David Bourget (Western Ontario)
David Chalmers (ANU, NYU)
Rafael De Clercq
Ezio Di Nucci
Jack Alan Reynolds
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Routledge, Chapman and Hall (1988)
Philosophers have traditionally tried to understand the emotions and their bearing on rationality and moral motivation by assimilating emotion to other categories such as sensation, judgment, and desire. In recent years, moving away from the Cartesian identification of emotions with particular sensations, many philosophers have embraced "judgmentalism," the view that emotions are essentially evaluative judgments or beliefs, with only an accidental connection to the feelings and impulses we intuitively take as "emotional." Anger, for instance, either is or entails the belief that one has been wronged and that the source of injury or offense deserves punishment.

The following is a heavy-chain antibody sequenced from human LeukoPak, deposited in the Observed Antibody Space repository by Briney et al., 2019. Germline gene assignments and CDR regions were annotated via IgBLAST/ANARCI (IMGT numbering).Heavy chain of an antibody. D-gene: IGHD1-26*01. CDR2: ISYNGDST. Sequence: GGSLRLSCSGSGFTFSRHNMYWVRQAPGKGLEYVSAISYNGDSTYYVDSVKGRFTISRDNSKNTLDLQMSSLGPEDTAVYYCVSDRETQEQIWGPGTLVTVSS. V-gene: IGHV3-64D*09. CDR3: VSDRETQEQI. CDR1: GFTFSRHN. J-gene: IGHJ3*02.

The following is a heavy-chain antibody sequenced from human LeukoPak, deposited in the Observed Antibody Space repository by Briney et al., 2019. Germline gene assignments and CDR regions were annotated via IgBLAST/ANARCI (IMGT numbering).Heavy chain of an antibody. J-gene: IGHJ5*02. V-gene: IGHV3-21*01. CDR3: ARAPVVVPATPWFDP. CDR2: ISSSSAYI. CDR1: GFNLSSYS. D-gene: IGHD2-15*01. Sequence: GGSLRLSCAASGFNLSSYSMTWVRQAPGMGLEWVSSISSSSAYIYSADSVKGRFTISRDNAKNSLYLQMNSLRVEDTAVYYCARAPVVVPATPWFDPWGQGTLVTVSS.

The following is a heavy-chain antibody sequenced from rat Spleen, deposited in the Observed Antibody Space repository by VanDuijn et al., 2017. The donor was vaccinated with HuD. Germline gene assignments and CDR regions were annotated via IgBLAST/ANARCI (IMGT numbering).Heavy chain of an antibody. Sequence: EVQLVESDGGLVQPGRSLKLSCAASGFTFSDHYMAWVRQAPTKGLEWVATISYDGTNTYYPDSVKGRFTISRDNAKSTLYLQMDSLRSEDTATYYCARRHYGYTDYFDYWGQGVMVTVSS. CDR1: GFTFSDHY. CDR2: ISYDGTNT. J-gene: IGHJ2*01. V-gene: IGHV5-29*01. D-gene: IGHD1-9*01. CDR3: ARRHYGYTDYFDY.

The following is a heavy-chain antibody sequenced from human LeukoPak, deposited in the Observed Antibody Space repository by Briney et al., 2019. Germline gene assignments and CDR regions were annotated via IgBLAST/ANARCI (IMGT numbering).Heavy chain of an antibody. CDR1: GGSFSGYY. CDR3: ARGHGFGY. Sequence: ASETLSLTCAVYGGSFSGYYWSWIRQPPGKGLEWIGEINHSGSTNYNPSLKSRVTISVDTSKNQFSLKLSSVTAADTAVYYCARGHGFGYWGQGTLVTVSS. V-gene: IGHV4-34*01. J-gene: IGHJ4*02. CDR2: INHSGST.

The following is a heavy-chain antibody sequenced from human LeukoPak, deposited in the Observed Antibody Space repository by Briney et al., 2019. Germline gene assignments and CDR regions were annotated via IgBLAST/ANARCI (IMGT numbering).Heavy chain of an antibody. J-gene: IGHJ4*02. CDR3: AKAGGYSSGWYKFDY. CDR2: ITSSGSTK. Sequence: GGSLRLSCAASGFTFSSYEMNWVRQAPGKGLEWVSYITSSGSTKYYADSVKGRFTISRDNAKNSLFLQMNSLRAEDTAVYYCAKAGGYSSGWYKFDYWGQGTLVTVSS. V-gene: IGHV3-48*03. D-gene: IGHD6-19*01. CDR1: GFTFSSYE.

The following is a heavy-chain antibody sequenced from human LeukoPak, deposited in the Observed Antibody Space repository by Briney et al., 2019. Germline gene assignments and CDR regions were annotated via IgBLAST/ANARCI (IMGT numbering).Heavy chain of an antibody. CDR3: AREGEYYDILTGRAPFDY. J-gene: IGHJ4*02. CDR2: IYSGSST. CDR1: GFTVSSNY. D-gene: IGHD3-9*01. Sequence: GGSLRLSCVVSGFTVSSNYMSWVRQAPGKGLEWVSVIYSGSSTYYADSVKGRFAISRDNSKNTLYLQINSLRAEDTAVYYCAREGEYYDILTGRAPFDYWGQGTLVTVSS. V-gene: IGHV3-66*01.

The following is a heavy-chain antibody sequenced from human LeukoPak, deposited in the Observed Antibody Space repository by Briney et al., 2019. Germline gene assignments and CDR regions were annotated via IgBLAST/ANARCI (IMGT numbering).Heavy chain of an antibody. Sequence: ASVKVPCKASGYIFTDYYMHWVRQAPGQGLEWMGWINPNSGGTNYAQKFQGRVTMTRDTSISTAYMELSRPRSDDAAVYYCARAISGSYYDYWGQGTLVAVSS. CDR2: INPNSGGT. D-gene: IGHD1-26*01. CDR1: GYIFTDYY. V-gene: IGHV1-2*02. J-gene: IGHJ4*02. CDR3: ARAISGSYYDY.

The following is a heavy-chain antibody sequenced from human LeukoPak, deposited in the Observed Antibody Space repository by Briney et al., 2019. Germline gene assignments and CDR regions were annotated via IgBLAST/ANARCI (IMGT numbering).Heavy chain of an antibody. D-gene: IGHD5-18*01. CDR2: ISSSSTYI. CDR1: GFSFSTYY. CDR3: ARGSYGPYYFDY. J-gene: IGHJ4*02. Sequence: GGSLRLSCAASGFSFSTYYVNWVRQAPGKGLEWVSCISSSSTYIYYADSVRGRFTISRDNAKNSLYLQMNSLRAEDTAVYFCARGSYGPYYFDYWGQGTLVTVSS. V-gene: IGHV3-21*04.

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Citations of this work BETA
Elisabeth Camp (2013). Slurring Perspectives. Analytic Philosophy 54 (3):330-349.
Bennett W. Helm (2015). Emotions and Recalcitrance: Reevaluating the Perceptual Model. Dialectica 69 (3):417-433.
Michelle Montague (2009). The Logic, Intentionality, and Phenomenology of Emotion. Philosophical Studies 145 (2):171-192.
Jona Vance (2014). Emotion and the New Epistemic Challenge From Cognitive Penetrability. Philosophical Studies 169 (2):257-283.
Rick Anthony Furtak (2010). Emotion, the Bodily, and the Cognitive. Philosophical Explorations 13 (1):51 – 64.
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